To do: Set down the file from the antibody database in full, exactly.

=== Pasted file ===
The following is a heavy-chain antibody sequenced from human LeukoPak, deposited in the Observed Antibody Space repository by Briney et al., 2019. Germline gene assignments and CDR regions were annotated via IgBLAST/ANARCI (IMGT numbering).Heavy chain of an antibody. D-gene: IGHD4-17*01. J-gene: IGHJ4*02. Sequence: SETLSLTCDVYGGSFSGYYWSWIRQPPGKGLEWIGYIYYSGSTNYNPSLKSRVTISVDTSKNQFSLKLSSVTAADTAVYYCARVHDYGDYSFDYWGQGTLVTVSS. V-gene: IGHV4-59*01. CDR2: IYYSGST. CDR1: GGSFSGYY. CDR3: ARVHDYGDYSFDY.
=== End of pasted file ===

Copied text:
The following is a heavy-chain antibody sequenced from human LeukoPak, deposited in the Observed Antibody Space repository by Briney et al., 2019. Germline gene assignments and CDR regions were annotated via IgBLAST/ANARCI (IMGT numbering).Heavy chain of an antibody. D-gene: IGHD4-17*01. J-gene: IGHJ4*02. Sequence: SETLSLTCDVYGGSFSGYYWSWIRQPPGKGLEWIGYIYYSGSTNYNPSLKSRVTISVDTSKNQFSLKLSSVTAADTAVYYCARVHDYGDYSFDYWGQGTLVTVSS. V-gene: IGHV4-59*01. CDR2: IYYSGST. CDR1: GGSFSGYY. CDR3: ARVHDYGDYSFDY.